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The Foundry’s Edge: A nice set up with potential

The Foundry’s Edge by Cam Baity & Benny Zelkowicz

The Foundry’s Edge, by Cam Baity and Benny Zelkowicz, is a solid MG/YA entry that, I’d say, had more potential than was met. In failing to fully take advantage of its possibilities, it never falls so far as to be a “bad” read, but it also rarely inspires or enthralls, though it picks up in the latter quarter of the novel, both in terms of action and emotion.

The story is set at first in the city of Meridian, a technologically advanced (well past any other regions) city thanks to being the home of the Foundry, a corporation that has been spitting out all sort of marvelous inventions/gadgets. Meridian is threatened, though, by surrounding regions, who are both jealous and leery of Meridian’s technical and scientific prowess. Years ago war raged between the two groups, and since that time, the Foundry has been keeping Meridian’s enemies at bay by giving them more and... Read More

Horrible Monday: Dark Screams, Volume One, by Brian Freeman and Richard T. Chizmar

Dark Screams: Volume One edited by Brian Freeman and Richard T. Chizmar

Dark Screams: Volume One is the first of at least four volumes of short horror anthologies that are projected for publication through August 2015. The books are being published as ebooks only through Random House’s digital-only genre imprint, Hydra, for a bargain price of $2.99.

Volume One starts out with one of the most popular horror writers ever: Stephen King. “Weeds” was originally published in Cavalier, a “men’s magazine,” in 1976, and has never been reprinted until now — though it did become a part of the movie “Creepshow,” with King himself playing the role of Jordy Verrill.  Jordy is the protagonist of “Weeds,” a not particularly intelligent man who farms a spread situated ... Read More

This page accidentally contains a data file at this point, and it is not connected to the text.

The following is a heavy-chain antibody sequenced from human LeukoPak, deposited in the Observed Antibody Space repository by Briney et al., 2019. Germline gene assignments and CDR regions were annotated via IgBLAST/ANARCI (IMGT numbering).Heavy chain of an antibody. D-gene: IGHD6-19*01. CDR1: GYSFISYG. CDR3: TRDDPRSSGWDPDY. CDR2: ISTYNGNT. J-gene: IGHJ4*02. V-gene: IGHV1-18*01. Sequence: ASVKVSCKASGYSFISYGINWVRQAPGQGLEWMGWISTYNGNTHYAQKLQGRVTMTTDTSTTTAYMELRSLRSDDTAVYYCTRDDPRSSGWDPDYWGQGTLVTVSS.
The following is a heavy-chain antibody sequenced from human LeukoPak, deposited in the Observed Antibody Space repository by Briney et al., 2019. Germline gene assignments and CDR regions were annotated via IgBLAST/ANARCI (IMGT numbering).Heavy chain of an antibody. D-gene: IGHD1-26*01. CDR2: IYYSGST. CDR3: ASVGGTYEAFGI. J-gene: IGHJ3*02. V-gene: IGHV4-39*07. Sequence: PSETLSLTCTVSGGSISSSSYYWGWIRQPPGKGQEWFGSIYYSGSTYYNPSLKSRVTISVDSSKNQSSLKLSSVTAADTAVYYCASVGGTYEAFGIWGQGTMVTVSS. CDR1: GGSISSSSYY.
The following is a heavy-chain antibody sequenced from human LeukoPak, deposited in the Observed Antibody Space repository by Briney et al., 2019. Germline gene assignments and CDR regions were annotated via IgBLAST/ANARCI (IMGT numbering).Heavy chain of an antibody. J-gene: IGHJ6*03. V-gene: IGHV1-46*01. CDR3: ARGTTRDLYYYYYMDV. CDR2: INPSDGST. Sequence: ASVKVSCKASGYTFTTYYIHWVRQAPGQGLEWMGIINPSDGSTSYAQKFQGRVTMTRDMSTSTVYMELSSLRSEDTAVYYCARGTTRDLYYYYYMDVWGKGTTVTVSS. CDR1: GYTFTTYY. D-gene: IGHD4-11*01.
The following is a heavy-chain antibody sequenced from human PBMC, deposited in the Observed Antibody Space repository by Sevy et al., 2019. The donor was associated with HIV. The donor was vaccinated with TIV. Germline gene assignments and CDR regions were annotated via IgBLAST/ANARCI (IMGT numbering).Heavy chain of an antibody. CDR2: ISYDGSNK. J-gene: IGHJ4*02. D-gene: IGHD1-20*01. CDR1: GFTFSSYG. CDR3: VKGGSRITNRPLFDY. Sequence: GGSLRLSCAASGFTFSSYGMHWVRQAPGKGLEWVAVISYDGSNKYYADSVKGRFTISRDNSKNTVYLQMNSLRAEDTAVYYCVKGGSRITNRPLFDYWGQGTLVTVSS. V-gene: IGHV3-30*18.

Issola: Vlad is back!

Issola by Steven Brust

I miss the days when I used to be nostalgic.” ~Vlad Taltos

I’ve been slightly disappointed with the last few novels in Steven Brust’s VLAD TALTOS series, but with Issola, book 9, Brust returns to what I liked about the earlier books. While I admired Brust’s willingness to experiment with his world, his characters, and especially the narrative structure of his novels, I think he’s best when the overall plot is moving forward and Vlad is using his assassin skills to solve mysteries and help his powerful Dragonlord friends.

In Issola, we’re back to a present timeline. Vlad and Cawti are separated but Vlad is starting to recover from the funk he’s been in for quite a while now. He’s been run out of his organization and is hiding from them in the woods. Then Lady Teldra (an Issola who is servant to the ... Read More

Inside Straight: A WILD CARDS reboot

Inside Straight by George R.R. Martin (editor)

The year 2008 saw the (second?) rebirth of the WILD CARDS series edited and co-written by George R.R. Martin. These are ‘mosaic’ novels — stories written by several authors and set in a shared universe. The first book, Wild Cards, appeared in 1987. Inside Straight (2008) is book 18. To make this 18th book a good entry point, Martin and his companions created something of a Wild Cards: the Next Generation to reboot the series.

What do you need to know about the back story of the Wild Cards? Not a lot really. In 1946 an alien virus hit earth. It killed ninety percent of those infected, disfigured nine percent and left a lucky one percent with superhuman powers. The unlucky nine percent are referred to as Jokers ... Read More

The King’s Deryni: A masterful conveyance of a medieval world

The King's Deryni by Katherine Kurtz

I first encountered Katherine Kurtz’s DERYNI series back in high school with Deryni Rising, the first of her more than dozen novels in the long-running series. The newest entry, The King’s Deryni, is the third in the CHILDE MORGAN sub-series, and it brings her original readers full circle, since it ends just a few years before Deryni Rising begins. As with any series of this length, the quality of each book, and the degree to which it engages/compels varies, and honestly, this sub-series is not as strong as several of the others. In fact, I had a lot of mixed feelings about The King’s Deryni, but despite the novel’s weaknesses, Kurtz’s smooth writing style and masterful conveyance of a medieval world of ritual remains a reliable constant.